Why do mere things have the lure of a flower
Whose scent makes us selfish and blind?
The cisterns run dry, and sour is our breath;
We dwell in the valley of death.

Why is betrayal attractive to us
Who often are hurt and betrayed?
Why barter faithful devotion for lust,
Integrity cast far away?
Why do our dreams, then our deeds, beggar trust,
Our guilt far too heavy to pay?
The cisterns run dry, and sour is our breath;
We dwell in the valley of death.

Why do we stubbornly act out a role,
Convincing the world that we’ve won?
Why for mere winning will we sell our soul,
In order to be number one?
Why sear our conscience so we’re in control—
Despairing of what we’ve become?
The cisterns run dry, and sour is our breath;
We dwell in the valley of death.

O Jesus—

Why do you promise to quench all our thirst,
When we have despised all your ways?
Why do you rescue the damned and the cursed,
By dying our death in our place?
Why do you transform our hearts till they burst
With vibrant expressions of praise?
The well flows with life—and we’re satisfied—
The fountain that flows from your side.

 

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1 Samuel 31; 1 Corinthians 11; Ezekiel 9; Psalm 48

Sep 05, 2014 | Don Carson

1 Samuel 31; 1 Corinthians 11; Ezekiel 9; Psalm 48

IF EZEKIEL 8 DESCRIBES THE CORRUPT worship that was going on in Jerusalem in the years leading up to her destruction in 587 B.C., Ezekiel 9 describes something of what God does about it.

There is both a negative component and a positive element. In his vision, Ezekiel hears God call for “the guards of the city” (Ezek. 9:1)—more precisely, the executioners of the city. Six men arrive, “each with a deadly weapon in his hand” (Ezek. 9:2). A seventh man, clothed in linen, has a writing kit at his side. God commissions him to put an identifying mark on the foreheads of those who will escape slaughter; he commissions the executioners to go through the city “and kill, without showing pity or compassion” (Ezek. 9:5), beginning at the sanctuary itself. “So they began with the elders who were in front of the temple” (Ezek. 9:6).

As they proceed with their grisly task, Ezekiel cries out, “Ah, Sovereign LORD! Are you going to destroy the entire remnant of Israel in this outpouring of your wrath on Jerusalem?” (Ezek. 9:8). The Lord responds with a devastating indictment (Ezek. 9:9-10) that includes a word-play: the people of Israel insist the Lord does not “see” (or “look”), so the Lord resolves not to “see/look” on them with pity or spare them. He is resolved to “bring down on their own heads what they have done” (Ezek. 9:10).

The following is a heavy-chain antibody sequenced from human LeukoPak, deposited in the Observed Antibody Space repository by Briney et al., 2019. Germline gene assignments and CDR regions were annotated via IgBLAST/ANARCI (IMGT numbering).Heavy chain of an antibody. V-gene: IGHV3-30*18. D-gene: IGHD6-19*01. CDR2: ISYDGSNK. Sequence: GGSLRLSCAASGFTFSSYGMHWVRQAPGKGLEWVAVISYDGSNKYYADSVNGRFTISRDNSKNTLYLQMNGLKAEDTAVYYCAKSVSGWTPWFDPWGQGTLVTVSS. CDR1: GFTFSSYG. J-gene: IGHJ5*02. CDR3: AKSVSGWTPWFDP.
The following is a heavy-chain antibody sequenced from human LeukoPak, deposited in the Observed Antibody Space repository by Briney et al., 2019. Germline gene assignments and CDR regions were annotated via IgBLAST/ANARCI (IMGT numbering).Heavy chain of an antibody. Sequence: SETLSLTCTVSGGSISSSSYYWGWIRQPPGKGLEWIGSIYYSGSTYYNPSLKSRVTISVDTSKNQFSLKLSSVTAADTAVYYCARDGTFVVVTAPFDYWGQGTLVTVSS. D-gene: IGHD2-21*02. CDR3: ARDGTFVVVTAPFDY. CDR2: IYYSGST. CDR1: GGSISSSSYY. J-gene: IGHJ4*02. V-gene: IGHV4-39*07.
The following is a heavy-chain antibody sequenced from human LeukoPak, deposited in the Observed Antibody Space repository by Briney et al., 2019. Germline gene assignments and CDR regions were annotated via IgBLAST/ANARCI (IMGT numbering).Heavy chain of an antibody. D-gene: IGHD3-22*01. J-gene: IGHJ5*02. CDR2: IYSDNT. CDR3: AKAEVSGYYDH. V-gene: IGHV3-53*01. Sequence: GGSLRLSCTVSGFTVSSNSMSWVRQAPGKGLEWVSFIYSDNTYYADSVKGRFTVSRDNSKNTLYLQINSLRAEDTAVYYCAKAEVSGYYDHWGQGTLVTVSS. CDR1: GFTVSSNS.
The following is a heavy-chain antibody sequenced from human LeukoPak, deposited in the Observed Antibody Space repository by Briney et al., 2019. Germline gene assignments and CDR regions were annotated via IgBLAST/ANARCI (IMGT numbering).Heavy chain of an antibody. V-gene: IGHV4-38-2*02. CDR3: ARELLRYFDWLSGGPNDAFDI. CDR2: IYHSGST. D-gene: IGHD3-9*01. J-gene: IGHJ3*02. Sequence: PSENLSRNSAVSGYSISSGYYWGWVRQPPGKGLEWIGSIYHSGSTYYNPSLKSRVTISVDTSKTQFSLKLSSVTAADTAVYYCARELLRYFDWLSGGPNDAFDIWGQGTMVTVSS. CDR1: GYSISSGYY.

The positive element has already been alluded to. Not everyone is destroyed. The seventh man, the man with the writing kit, goes through the city putting a mark on the foreheads “of those who grieve and lament over all the detestable things that are done in it” (Ezek. 9:4). The executioners are strictly forbidden to harm these people (Ezek. 9:5). Note well: those who are spared are not those who simply sit on the sidelines, but those who actively grieve over the spiritual degradation of the city. They may not have the power to effect change, but they have not sunk into the lassitude of careless indifference. And God spares them.

Of course, all that is described here takes place within Ezekiel’s visionary world. In the real world, we are not to think that all the righteous and only the righteous escaped all of the sufferings associated with Nebuchadnezzar’s siege: the Bible is full of stories in which righteous people suffer (e.g., Naboth the vineyard owner). What this vision does mean is that God himself ordains the judgment, and God himself vindicates those who are covenantally faithful. Similar symbolism is picked up at the end of Revelation 13 and the beginning of Revelation 14 (see vol. 1, meditation for December 23).

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1 Samuel 29-30; 1 Corinthians 10; Ezekiel 8; Psalms 46-47

Sep 04, 2014 | Don Carson

1 Samuel 29-30; 1 Corinthians 10; Ezekiel 8; Psalms 46-47

EZEKIEL 8-11 CONSTITUTES one long vision.

The opening verse of Ezekiel 8 establishes the time at exactly fourteen months after the prophet’s inaugural vision, and therefore after the 390 days when he was lying for some part of each day on his left side denouncing the northern tribes already taken into captivity, and during the 40 days when he was lying on his right side denouncing the sins of Judah and Jerusalem. By this point he has established his credentials as a prophet, so the elders of the exilic community come and consult him (Ezek. 8:1). Probably they are troubled by his symbol-laden actions, and are asking him what will happen to Jerusalem, and if and when they will get home.